Preface to the First Edition
Preface to the Second Edition
Preface to the Third Edition
Preface to the Fourth Edition
Preface to the Fifth Edition
Preface to the Sixth Edition
Preface to the Eighth Edition
Preface to the Third (Revised) English Edition
The Scientific Literature Dealing With the Problems of Dreams
The Relation of Dreams to Waking Life
The Material of Dreams-Memory in Dreams
The Stimuli and Sources of Dreams
External Sensory Stimuli
Internal (Subjective) Sensory Excitations
Internal Organic Somatic Stimuli
Psychical Sources of Stimulation
Why Dreams Are Forgotten After Waking
The Distinguishing Psychological Characteristics of Dreams
The Moral Sense in Dreams
Theories of Dreaming and Its Function
The Relation Between Dreams and Mental Diseases
Postscript, 1909
Postscript, 1914
The Method of Interpreting Dreams: An Analysis of a Specimen Dream
A Dream is the Fulfilment of a Wish
Distortion in Dreams
The Material and Sources of Dreams
Recent and Indifferent Material in Dreams
Infantile Material as a Source of Dreams
The Somatic Sources of Dreams
Typical Dreams
Embarrassing Dreams of Being Naked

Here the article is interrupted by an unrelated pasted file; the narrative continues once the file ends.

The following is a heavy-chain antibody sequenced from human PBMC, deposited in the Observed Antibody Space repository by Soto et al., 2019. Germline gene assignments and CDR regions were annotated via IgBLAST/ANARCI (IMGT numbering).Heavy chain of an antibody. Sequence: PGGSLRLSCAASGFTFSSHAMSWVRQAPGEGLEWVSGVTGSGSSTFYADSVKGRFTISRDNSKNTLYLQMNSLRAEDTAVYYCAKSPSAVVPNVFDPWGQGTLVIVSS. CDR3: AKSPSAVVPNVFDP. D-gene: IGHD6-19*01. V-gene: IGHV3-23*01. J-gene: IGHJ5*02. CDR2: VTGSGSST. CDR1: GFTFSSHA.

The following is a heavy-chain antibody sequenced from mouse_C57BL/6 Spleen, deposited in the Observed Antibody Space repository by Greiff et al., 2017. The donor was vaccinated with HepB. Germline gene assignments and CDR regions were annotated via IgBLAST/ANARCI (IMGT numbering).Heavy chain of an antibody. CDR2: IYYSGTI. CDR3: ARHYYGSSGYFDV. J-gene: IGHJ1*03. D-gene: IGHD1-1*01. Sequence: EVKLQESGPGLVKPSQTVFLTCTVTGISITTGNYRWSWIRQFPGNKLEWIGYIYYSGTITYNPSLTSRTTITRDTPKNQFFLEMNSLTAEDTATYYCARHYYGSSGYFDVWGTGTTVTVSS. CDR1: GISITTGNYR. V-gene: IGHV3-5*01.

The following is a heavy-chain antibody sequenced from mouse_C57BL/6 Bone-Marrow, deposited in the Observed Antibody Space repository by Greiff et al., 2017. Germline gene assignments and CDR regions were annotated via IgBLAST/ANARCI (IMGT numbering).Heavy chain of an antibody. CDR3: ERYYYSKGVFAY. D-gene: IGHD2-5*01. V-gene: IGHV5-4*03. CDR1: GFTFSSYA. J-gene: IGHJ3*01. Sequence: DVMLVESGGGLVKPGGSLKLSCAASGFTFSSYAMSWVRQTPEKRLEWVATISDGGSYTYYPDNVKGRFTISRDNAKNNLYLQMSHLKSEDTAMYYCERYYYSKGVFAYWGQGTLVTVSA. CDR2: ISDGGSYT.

Dreams of the Death of Persons of Whom the Dreamer Is Fond
Other Typical Dreams
Examination Dreams
The Dream-Work
The Work of Condensation
The Work of Displacement
The Means of Representation in Dreams
Considerations of Representability
Representation by Symbols in Dreams-Some Further Typical Dreams
Some Examples-Calculations and Speeches in Dreams
Absurd Dreams-Intellectual Activity in Dreams
Affects in Dreams
Secondary Revision
The Psychology of the Dream-Processes
The Forgetting of Dreams
Arousal by Dreams-The Function of Dreams-Anxiety-Dreams
The Primary and Secondary Processes-Repression
The Unconscious and Consciousness-Reality
A Premonitory Dream Fulfilled
List of Writings by Freud Dealing Predominantly or Largely with Dreams
Additional Notes
Author Index and List of Works Quoted
List of Works on Dreams Published Before 1900
Index Of Dreams
Freud's Own Dreams
Other People's Dreams
General Index